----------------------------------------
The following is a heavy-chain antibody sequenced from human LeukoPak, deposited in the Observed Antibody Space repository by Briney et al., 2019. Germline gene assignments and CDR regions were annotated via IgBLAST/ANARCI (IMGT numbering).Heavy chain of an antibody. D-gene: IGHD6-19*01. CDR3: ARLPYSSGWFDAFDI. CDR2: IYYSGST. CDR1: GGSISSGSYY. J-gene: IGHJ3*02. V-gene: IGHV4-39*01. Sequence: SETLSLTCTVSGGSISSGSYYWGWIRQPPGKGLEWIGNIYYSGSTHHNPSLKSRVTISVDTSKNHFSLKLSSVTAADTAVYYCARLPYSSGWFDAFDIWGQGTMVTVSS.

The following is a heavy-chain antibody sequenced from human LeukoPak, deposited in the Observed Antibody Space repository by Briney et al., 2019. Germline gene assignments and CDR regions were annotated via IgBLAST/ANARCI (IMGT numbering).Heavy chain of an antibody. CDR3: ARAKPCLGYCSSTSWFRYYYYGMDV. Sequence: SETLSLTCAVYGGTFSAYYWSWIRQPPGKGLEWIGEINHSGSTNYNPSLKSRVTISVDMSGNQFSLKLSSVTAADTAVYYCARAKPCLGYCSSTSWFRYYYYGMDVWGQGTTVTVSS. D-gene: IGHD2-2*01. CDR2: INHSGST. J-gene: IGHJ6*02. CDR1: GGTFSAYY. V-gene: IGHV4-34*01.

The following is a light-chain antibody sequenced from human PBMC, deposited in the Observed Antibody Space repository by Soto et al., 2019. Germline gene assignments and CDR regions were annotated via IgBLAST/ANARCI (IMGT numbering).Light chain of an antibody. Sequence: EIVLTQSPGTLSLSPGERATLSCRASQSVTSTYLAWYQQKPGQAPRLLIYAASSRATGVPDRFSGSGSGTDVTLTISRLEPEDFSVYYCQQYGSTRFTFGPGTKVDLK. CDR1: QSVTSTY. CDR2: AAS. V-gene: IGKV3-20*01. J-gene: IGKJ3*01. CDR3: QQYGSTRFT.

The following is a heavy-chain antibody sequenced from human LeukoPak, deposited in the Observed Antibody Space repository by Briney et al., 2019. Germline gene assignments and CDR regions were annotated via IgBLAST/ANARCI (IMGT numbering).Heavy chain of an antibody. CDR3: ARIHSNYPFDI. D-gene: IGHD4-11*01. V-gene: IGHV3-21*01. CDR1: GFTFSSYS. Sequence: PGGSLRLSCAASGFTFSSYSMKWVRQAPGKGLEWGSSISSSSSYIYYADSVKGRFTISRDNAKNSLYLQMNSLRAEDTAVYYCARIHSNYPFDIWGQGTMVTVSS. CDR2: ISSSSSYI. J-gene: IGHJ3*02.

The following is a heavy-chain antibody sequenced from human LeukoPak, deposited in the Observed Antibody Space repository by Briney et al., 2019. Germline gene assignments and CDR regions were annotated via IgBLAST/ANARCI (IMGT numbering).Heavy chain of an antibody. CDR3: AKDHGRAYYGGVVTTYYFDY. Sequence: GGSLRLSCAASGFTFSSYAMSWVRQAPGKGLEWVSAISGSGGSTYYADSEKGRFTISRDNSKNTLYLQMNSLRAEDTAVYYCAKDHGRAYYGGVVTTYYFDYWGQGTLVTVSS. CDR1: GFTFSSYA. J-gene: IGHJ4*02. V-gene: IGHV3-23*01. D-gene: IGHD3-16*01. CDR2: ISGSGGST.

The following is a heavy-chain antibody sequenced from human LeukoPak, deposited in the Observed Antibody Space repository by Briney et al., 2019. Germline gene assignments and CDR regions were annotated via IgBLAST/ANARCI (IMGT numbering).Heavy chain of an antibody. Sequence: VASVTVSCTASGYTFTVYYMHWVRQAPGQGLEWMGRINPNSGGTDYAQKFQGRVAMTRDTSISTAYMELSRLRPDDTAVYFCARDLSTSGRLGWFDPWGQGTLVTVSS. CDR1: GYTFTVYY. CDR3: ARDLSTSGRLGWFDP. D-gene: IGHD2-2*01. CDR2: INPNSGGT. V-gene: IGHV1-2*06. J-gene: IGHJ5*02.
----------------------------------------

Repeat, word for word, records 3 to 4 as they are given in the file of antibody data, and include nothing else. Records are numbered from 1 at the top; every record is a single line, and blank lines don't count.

The following is a light-chain antibody sequenced from human PBMC, deposited in the Observed Antibody Space repository by Soto et al., 2019. Germline gene assignments and CDR regions were annotated via IgBLAST/ANARCI (IMGT numbering).Light chain of an antibody. Sequence: EIVLTQSPGTLSLSPGERATLSCRASQSVTSTYLAWYQQKPGQAPRLLIYAASSRATGVPDRFSGSGSGTDVTLTISRLEPEDFSVYYCQQYGSTRFTFGPGTKVDLK. CDR1: QSVTSTY. CDR2: AAS. V-gene: IGKV3-20*01. J-gene: IGKJ3*01. CDR3: QQYGSTRFT.

The following is a heavy-chain antibody sequenced from human LeukoPak, deposited in the Observed Antibody Space repository by Briney et al., 2019. Germline gene assignments and CDR regions were annotated via IgBLAST/ANARCI (IMGT numbering).Heavy chain of an antibody. CDR3: ARIHSNYPFDI. D-gene: IGHD4-11*01. V-gene: IGHV3-21*01. CDR1: GFTFSSYS. Sequence: PGGSLRLSCAASGFTFSSYSMKWVRQAPGKGLEWGSSISSSSSYIYYADSVKGRFTISRDNAKNSLYLQMNSLRAEDTAVYYCARIHSNYPFDIWGQGTMVTVSS. CDR2: ISSSSSYI. J-gene: IGHJ3*02.